Our multidisciplinary translational research team has generated and developed a humanized monoclonal antibody (mAb) with a high affinity (Kd = 4 nM) for cocaine and specificity over cocaine's inactive metabolites. This unique new molecular entity (preclinical designation, h2E2) consists of a human gamma 1 (?1) heavy chain and a human/mouse chimeric lamda (?) light chain and has approximately 95% sequence identity with a fully human IgG1. This anti-cocaine mAb has met or exceeded all the necessary pre-clinical development milestones as a therapeutic to treat cocaine use disorders. Anti-cocaine mAbs bind and sequester cocaine in the peripheral circulation and we have shown that h2E2 dramatically lowers brain cocaine concentrations in mice and in rats. Furthermore, h2E2 antagonizes the effect of cocaine in a rat model of relapse. These studies predict efficacy in human cocaine abusers. Our industry collaborator, Catalent Inc., has established a GLP Master Cell Bank (MCB) with a selected cell line that serves as the platform for the GMP manufacture of industrial quantities of purified recombinant h2E2. The recombinant h2E2 from this MCB shows no cross- reactivity in vitro with an extensive panel of human tissues, and no indications of toxicity at high doses in animal toxicology studies. These IND-enabling GLP studies predict that h2E2 will be safe for use in humans. In coordination with NIDA we have scheduled a pre-IND meeting with the FDA for early September of 2018 in preparation for the filing of an IND and then proceeding to first-in-human clinical trials to establish safety. The pharmacokinetics of h2E2 in humans will also be established and the development of any anti-h2E2 antibodies will be monitored. The successful completion of these Specific Aims will permit and inform the design of future clinical trials to assess the safety of h2E2 in the presence of cocaine and the safety of h2E2 after repeated administrations. The clinical development would then proceed to Phase II clinical efficacy trials. Given its mostly human structure, h2E2 should be safe for repeated treatments in patients and its anticipated slow clearance in humans should confer long-term efficacy. Positive outcomes of these clinical development milestones will add value to the product and facilitate commercialization.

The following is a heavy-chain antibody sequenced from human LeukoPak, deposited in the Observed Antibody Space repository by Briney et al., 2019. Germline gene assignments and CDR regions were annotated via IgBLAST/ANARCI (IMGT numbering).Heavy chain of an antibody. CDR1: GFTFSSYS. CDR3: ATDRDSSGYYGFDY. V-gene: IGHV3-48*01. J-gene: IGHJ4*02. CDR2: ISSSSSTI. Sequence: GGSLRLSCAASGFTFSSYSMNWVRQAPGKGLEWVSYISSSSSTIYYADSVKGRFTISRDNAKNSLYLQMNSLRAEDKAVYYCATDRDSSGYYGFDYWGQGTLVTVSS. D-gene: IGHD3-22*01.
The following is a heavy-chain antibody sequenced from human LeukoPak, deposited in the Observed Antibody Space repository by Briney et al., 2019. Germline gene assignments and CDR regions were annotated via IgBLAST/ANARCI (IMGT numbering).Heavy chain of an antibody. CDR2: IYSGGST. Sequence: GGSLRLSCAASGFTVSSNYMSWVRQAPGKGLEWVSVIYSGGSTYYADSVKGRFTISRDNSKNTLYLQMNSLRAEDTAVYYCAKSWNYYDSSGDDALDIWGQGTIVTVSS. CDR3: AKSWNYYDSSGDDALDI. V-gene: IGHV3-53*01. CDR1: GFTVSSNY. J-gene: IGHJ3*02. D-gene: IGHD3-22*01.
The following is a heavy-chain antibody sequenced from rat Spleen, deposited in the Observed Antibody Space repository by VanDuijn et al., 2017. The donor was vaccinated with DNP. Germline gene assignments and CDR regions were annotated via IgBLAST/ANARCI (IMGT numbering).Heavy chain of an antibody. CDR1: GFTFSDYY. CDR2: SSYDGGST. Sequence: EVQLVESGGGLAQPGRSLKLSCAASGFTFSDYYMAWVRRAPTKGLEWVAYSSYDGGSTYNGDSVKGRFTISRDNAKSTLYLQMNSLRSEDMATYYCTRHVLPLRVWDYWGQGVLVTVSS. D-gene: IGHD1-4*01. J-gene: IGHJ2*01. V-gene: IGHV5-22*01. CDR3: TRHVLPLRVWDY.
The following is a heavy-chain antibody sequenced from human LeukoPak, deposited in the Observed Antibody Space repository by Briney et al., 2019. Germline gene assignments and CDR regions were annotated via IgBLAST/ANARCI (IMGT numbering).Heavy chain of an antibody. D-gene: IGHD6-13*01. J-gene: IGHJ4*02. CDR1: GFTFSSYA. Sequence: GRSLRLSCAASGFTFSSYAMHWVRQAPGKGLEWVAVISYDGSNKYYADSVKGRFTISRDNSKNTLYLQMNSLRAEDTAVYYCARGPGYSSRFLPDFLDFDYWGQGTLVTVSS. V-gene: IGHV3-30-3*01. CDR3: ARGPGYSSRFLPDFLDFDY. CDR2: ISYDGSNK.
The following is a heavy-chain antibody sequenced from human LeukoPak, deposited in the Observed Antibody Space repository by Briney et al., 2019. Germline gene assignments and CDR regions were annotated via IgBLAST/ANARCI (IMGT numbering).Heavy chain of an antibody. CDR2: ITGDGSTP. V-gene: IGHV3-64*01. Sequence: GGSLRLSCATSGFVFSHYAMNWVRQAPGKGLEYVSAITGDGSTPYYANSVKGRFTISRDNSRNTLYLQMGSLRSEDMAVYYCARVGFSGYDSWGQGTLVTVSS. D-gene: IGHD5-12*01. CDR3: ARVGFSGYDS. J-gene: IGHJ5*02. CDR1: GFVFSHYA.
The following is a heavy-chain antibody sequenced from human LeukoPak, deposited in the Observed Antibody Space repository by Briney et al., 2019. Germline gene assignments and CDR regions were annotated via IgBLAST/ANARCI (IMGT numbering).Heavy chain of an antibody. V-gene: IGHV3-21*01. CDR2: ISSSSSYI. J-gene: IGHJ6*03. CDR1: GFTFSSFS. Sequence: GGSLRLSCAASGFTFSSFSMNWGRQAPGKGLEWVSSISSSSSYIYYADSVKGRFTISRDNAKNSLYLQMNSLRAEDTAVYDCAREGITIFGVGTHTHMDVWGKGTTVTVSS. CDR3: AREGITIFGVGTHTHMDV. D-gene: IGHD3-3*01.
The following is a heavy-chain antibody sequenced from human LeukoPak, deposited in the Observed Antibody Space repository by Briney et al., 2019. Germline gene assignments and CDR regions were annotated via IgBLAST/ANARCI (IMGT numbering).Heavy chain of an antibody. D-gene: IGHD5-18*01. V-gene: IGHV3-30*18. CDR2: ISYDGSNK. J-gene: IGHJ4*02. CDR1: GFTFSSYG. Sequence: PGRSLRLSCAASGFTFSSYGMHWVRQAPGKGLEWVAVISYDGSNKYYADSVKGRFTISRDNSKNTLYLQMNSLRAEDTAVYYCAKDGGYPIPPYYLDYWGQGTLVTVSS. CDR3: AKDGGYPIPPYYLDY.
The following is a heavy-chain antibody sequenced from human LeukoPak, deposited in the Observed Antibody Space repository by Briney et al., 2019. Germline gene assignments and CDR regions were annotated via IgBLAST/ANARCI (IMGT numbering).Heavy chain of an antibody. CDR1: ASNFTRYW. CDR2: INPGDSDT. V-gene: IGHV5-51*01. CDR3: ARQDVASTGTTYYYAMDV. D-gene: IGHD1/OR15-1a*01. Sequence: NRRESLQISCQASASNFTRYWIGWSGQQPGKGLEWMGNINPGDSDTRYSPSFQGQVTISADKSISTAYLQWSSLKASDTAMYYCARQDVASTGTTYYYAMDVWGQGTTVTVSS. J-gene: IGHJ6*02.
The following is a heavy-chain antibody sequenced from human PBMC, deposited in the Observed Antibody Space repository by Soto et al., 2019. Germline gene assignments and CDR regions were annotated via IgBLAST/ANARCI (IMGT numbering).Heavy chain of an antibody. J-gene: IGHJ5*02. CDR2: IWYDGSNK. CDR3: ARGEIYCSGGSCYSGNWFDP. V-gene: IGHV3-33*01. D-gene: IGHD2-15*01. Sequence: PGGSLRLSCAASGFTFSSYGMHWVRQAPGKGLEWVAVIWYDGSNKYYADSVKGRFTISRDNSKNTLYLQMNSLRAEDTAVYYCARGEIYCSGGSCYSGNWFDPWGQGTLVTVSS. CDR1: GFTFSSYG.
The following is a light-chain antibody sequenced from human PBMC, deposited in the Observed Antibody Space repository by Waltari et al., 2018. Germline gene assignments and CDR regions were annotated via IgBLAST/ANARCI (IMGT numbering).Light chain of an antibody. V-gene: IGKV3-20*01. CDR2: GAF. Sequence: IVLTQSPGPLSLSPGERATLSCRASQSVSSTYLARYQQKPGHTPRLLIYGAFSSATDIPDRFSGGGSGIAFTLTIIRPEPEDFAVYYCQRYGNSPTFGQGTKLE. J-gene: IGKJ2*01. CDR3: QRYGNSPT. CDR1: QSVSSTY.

We have generated and developed a unique humanized anti-cocaine monoclonal antibody, h2E2, and have met all of the IND-enabling pre-clinical milestones that predict its safety and efficacy in the treatment of cocaine use disorders. The overall goal of these proposed first-in-human studies is to demonstrate safety of recombinant h2E2, manufactured from a Master Cell Bank, in healthy human volunteers and to measure its pharmacokinetics in humans. The successful completion of these goals will advance the clinical development of this unique pharmacotherapeutic agent and an effective pharmacotherapy for cocaine abuse would have a major impact on this devastating public health problem.